30 years of MTV

From the moment The Buggles appeared on the new video channel, music was never going to be the same again. Paul Bignell looks back at the medium that revolutionised popular culture
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The Independent Culture

At one minute past midnight on 1 August 1981, a new generation came into being: the MTV generation. The title of the song that heralded a legion of TV-obsessed teenagers summed up what the new television station was about. "Video Killed the Radio Star" by The Buggles, led by the bespectacled Trevor Horn, celebrates the golden age of radio, describing a singer whose career is cut short by television.

Since those opening chords were played 30 years ago next week, millions the world over have tuned in to witness a musical and visual revolution. The concept of the "VJ" was popularised and huge budgets were opened up for directors to experiment as they had never done before. The station was also pivotal in pushing era-defining movements such as hip-hop in the late 1980s and alternative rock in the 1990s.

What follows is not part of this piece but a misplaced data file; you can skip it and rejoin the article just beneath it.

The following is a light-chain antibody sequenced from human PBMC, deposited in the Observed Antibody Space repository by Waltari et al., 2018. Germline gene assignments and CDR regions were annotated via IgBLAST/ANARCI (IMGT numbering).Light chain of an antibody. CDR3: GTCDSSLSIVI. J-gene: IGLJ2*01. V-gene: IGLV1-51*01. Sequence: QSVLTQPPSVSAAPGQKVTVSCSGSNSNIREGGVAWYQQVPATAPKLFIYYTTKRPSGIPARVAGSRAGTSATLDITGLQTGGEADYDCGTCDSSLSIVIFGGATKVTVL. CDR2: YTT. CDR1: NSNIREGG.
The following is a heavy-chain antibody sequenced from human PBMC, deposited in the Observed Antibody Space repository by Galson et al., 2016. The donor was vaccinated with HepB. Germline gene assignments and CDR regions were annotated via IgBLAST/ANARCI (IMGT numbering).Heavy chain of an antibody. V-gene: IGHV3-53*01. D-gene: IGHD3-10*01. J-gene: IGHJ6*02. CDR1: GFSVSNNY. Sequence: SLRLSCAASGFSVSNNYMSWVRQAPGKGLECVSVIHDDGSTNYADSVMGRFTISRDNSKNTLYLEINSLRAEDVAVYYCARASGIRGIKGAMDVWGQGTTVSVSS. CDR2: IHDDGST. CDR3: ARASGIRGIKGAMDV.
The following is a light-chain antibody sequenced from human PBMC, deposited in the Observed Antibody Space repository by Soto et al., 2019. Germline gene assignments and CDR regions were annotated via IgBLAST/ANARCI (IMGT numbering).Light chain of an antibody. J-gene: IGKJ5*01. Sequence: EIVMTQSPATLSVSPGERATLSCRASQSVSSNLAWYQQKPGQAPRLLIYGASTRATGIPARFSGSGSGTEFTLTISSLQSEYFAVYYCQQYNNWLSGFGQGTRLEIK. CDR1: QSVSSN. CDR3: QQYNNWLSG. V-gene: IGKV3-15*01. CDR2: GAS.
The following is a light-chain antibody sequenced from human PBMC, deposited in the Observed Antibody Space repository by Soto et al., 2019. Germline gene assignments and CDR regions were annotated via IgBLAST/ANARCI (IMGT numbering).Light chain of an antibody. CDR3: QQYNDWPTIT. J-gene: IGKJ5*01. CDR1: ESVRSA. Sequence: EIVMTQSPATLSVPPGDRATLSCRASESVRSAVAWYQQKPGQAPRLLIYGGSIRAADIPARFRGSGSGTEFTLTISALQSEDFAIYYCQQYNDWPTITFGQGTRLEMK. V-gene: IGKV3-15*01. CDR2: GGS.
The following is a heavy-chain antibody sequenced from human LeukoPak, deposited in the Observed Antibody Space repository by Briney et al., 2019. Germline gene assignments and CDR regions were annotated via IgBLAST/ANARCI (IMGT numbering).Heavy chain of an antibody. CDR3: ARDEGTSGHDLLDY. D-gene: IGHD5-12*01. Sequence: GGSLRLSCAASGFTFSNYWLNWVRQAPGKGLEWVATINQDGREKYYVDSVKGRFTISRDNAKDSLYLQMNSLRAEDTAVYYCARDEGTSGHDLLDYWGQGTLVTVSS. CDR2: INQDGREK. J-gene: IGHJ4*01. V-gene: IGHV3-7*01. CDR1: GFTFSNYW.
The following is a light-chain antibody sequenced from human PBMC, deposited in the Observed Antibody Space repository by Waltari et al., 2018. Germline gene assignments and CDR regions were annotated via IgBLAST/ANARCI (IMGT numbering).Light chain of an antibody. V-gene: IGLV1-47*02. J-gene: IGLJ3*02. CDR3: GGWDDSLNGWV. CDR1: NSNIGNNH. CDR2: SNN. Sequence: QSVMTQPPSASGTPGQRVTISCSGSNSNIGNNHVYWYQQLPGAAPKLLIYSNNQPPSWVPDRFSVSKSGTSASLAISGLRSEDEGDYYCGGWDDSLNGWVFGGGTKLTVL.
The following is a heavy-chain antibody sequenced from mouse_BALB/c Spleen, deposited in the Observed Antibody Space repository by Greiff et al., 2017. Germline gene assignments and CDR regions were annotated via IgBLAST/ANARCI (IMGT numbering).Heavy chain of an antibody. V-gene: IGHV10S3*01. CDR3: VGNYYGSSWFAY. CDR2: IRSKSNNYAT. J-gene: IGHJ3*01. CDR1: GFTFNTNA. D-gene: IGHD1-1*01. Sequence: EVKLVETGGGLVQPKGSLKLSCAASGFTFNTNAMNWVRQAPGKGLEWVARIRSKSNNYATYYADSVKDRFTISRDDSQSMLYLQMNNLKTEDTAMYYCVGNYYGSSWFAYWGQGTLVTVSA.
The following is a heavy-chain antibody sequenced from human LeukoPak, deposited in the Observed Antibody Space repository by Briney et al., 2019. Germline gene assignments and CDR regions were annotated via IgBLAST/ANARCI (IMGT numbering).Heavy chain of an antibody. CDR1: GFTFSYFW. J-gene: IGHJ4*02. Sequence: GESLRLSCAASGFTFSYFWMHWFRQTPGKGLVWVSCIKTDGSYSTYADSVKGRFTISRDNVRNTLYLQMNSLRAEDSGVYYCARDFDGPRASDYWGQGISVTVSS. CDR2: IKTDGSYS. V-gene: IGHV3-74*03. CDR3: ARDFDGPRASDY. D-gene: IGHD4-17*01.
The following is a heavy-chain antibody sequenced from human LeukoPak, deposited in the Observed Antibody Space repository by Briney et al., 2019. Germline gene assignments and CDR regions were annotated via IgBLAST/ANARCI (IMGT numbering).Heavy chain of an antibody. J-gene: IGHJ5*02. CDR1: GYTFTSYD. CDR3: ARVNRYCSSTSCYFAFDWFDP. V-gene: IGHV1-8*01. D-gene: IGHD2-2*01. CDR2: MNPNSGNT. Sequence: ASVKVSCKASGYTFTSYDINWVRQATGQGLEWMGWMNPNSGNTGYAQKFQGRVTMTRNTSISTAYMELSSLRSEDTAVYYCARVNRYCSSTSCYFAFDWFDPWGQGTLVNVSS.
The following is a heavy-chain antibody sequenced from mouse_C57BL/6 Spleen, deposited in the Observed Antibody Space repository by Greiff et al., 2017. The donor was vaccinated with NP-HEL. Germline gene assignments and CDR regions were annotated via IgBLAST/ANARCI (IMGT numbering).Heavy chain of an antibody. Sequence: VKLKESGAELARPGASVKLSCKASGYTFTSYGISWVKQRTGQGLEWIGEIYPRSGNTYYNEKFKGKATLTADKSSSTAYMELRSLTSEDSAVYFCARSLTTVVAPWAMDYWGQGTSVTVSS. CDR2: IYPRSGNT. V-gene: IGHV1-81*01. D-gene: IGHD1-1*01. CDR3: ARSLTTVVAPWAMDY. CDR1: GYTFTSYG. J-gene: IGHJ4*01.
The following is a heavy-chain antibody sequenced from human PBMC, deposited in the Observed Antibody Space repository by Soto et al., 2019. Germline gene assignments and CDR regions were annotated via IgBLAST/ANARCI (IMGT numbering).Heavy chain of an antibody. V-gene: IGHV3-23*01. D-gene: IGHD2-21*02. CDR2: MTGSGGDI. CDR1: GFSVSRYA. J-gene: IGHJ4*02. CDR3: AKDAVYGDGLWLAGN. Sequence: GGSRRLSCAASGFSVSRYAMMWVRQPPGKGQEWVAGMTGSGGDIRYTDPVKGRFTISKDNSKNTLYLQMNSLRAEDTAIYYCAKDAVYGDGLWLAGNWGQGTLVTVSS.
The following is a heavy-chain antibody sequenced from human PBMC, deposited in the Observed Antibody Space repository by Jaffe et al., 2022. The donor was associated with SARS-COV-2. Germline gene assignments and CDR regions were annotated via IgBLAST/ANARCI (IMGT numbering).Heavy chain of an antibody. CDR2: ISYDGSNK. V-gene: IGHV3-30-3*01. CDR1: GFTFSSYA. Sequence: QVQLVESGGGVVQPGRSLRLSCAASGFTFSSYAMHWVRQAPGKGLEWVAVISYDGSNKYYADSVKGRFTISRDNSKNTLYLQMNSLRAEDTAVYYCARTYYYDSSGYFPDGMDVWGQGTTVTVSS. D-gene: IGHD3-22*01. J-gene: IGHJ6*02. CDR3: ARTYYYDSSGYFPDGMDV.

But just like the character in "Video Killed the Radio Star", MTV's own rule was cut short by the advent of the internet. In 2005, with the arrival of YouTube, even MTV's staunchest supporters realised things would never be the same again. Anyone could now shoot, edit and show their own videos.

Music video director Kevin Godley, who has put together promos for Eric Clapton, Paul McCartney, Sting and U2, believes this is no bad thing. "I appreciate YouTube as a tool," he said. "It's an extraordinary encyclopaedic device for finding out anything you want in the visual form. It's a double-edged sword. Anyone can put their own stuff up there. But it also means you have to wade through tons of rubbish to find it."